Thirty Sri Lankan labourers in south Iraq on Tuesday ended a week-long hunger strike over demands for two years of back pay after assurances from local human rights officials, a local mayor said.
The workers said they were each promised 2,000 dollars per month to work for Talat Osam al-Deen construction firm in the southern city of Amara but had not been paid since arriving in Iraq two years ago.
“The Sri Lankan workers ended their hunger strike after a committee from the provincial human rights department assured them it would sue their employer and claim their rights,” said Hussein al-Yasiri, a district mayor in Maysan province, where Amara is the capital.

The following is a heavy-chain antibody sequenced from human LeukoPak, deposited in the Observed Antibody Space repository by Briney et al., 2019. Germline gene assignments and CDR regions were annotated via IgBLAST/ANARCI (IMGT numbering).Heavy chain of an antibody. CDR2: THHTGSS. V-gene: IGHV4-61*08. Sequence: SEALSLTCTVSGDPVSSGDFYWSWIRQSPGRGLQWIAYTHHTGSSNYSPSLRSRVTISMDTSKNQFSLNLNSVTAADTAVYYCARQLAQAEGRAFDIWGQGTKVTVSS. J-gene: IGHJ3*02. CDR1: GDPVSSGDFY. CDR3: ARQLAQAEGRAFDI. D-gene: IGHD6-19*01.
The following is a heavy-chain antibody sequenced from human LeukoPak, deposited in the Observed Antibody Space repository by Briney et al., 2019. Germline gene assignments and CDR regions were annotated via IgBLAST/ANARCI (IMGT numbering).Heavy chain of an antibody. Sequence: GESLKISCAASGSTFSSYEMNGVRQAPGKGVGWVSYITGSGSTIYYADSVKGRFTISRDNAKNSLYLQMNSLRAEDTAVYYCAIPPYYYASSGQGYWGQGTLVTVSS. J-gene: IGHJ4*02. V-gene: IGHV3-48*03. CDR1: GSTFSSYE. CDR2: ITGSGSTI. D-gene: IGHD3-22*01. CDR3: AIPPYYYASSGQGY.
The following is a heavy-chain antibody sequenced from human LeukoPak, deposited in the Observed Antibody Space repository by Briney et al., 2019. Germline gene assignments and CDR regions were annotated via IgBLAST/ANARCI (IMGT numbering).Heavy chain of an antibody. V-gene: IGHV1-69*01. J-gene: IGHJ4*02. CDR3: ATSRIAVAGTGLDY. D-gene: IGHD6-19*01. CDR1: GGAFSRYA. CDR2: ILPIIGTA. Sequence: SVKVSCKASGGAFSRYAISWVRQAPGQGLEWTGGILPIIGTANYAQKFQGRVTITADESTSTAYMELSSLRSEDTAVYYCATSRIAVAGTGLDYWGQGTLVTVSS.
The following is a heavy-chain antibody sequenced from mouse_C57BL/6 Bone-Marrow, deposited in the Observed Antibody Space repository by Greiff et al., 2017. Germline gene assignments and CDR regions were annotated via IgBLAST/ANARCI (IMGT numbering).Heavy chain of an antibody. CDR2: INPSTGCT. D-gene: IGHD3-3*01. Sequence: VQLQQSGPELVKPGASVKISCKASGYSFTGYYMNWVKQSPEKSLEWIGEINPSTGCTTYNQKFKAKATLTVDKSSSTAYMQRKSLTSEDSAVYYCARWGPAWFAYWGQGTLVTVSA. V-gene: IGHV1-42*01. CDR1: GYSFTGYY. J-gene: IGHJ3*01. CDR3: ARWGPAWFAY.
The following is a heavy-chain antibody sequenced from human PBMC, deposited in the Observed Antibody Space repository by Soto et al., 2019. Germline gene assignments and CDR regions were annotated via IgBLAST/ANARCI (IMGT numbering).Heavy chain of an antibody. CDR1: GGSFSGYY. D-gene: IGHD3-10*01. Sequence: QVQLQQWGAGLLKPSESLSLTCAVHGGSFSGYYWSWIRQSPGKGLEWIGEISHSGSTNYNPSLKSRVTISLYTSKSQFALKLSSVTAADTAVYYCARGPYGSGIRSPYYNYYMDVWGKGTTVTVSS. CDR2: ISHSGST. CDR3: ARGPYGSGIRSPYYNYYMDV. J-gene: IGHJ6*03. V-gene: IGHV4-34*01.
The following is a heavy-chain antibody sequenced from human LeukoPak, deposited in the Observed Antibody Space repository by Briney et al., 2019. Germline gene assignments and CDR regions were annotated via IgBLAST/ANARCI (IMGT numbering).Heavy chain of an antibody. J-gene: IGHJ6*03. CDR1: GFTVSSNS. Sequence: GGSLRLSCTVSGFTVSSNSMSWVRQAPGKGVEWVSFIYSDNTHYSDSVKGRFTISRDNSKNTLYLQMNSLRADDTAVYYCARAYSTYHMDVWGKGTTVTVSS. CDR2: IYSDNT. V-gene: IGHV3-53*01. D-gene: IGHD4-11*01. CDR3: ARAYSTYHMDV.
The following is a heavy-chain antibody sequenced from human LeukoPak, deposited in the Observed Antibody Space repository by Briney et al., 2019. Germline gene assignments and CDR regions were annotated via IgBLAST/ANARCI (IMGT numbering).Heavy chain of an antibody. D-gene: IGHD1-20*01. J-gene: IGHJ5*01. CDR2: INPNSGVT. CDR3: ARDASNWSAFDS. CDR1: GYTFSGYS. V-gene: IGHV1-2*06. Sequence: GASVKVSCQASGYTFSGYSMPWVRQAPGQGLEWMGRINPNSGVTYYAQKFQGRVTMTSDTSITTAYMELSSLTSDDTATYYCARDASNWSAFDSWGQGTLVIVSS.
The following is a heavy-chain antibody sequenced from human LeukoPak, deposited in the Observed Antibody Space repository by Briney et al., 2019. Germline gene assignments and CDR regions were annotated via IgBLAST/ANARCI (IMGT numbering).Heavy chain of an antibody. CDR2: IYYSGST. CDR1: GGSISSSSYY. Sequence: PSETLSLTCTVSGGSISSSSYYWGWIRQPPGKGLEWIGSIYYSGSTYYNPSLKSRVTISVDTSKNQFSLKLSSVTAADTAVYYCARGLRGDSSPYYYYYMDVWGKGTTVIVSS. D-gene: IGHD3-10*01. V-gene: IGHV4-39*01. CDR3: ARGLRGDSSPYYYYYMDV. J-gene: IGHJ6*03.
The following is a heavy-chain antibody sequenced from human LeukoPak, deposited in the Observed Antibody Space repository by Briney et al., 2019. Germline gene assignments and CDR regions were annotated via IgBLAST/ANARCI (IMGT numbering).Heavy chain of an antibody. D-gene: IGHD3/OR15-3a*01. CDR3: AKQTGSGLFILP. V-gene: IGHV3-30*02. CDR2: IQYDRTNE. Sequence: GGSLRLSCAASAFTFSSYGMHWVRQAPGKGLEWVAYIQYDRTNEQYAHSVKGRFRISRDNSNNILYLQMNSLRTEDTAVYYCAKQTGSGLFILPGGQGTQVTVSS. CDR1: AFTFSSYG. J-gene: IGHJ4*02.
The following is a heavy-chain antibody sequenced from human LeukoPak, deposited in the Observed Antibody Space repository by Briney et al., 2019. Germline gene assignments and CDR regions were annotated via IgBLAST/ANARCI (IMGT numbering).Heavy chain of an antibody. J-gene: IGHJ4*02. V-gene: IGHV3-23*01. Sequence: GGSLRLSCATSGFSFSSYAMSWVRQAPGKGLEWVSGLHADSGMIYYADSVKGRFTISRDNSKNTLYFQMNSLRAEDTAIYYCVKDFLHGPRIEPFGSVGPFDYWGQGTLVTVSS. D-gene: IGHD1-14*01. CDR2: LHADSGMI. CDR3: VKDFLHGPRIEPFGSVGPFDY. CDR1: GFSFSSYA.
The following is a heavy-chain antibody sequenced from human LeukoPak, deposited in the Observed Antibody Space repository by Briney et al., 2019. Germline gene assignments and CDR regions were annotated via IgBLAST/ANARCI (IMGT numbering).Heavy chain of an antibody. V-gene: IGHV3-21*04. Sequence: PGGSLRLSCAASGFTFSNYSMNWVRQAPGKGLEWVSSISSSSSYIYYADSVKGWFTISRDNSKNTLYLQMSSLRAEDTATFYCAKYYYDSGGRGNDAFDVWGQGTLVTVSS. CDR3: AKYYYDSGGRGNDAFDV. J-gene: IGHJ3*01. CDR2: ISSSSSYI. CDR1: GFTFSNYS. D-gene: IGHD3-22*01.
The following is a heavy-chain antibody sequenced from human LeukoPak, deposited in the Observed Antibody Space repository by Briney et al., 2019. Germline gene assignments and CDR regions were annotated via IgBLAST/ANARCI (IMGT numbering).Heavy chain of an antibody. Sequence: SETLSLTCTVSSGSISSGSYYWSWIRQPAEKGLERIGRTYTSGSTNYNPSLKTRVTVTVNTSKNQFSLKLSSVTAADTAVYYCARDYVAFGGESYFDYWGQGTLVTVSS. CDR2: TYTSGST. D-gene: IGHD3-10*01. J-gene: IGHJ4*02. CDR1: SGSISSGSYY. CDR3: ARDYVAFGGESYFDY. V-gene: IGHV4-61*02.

Some of the workers told a news agency yesterday that they had began the hunger strike because they had been unable to send money to their families back home.
The workers were hired to build a government housing complex in Amara, but the company failed to break ground on the project, which was then passed on to another firm, said Maitham Lefteh, a member of Maysan’s provincial council.
Thousands of South Asian workers are employed in menial jobs in oil-rich Iraq, many working for catering, cleaning and transport contractors for US forces posted in Iraq since the 2003 invasion.
PTI / Ada Derana